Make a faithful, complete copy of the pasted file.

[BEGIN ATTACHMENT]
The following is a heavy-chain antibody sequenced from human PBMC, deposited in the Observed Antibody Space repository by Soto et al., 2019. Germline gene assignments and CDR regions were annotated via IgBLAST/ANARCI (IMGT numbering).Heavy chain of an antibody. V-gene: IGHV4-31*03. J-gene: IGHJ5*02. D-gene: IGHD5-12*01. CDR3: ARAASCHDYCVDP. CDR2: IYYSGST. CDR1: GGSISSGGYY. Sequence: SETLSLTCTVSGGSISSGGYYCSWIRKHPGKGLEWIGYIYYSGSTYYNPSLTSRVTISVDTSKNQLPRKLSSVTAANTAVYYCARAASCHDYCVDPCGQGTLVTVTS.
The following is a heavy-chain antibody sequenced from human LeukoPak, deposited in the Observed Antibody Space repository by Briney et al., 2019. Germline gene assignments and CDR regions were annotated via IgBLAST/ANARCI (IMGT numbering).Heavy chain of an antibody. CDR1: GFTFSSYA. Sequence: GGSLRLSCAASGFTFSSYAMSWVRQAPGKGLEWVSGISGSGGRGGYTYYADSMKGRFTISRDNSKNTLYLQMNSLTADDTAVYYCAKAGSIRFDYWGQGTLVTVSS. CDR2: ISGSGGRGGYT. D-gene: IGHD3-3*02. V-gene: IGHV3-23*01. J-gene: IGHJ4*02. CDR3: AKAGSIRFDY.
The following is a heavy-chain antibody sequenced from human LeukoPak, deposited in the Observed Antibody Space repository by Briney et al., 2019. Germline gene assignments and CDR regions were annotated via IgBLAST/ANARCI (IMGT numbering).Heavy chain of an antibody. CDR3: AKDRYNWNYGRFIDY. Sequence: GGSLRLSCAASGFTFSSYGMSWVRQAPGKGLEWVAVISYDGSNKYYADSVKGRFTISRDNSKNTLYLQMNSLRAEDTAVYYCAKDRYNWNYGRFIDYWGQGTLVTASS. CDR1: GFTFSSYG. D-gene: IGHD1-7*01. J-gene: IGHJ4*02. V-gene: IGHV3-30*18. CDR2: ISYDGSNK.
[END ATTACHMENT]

The following is a heavy-chain antibody sequenced from human PBMC, deposited in the Observed Antibody Space repository by Soto et al., 2019. Germline gene assignments and CDR regions were annotated via IgBLAST/ANARCI (IMGT numbering).Heavy chain of an antibody. V-gene: IGHV4-31*03. J-gene: IGHJ5*02. D-gene: IGHD5-12*01. CDR3: ARAASCHDYCVDP. CDR2: IYYSGST. CDR1: GGSISSGGYY. Sequence: SETLSLTCTVSGGSISSGGYYCSWIRKHPGKGLEWIGYIYYSGSTYYNPSLTSRVTISVDTSKNQLPRKLSSVTAANTAVYYCARAASCHDYCVDPCGQGTLVTVTS.
The following is a heavy-chain antibody sequenced from human LeukoPak, deposited in the Observed Antibody Space repository by Briney et al., 2019. Germline gene assignments and CDR regions were annotated via IgBLAST/ANARCI (IMGT numbering).Heavy chain of an antibody. CDR1: GFTFSSYA. Sequence: GGSLRLSCAASGFTFSSYAMSWVRQAPGKGLEWVSGISGSGGRGGYTYYADSMKGRFTISRDNSKNTLYLQMNSLTADDTAVYYCAKAGSIRFDYWGQGTLVTVSS. CDR2: ISGSGGRGGYT. D-gene: IGHD3-3*02. V-gene: IGHV3-23*01. J-gene: IGHJ4*02. CDR3: AKAGSIRFDY.
The following is a heavy-chain antibody sequenced from human LeukoPak, deposited in the Observed Antibody Space repository by Briney et al., 2019. Germline gene assignments and CDR regions were annotated via IgBLAST/ANARCI (IMGT numbering).Heavy chain of an antibody. CDR3: AKDRYNWNYGRFIDY. Sequence: GGSLRLSCAASGFTFSSYGMSWVRQAPGKGLEWVAVISYDGSNKYYADSVKGRFTISRDNSKNTLYLQMNSLRAEDTAVYYCAKDRYNWNYGRFIDYWGQGTLVTASS. CDR1: GFTFSSYG. D-gene: IGHD1-7*01. J-gene: IGHJ4*02. V-gene: IGHV3-30*18. CDR2: ISYDGSNK.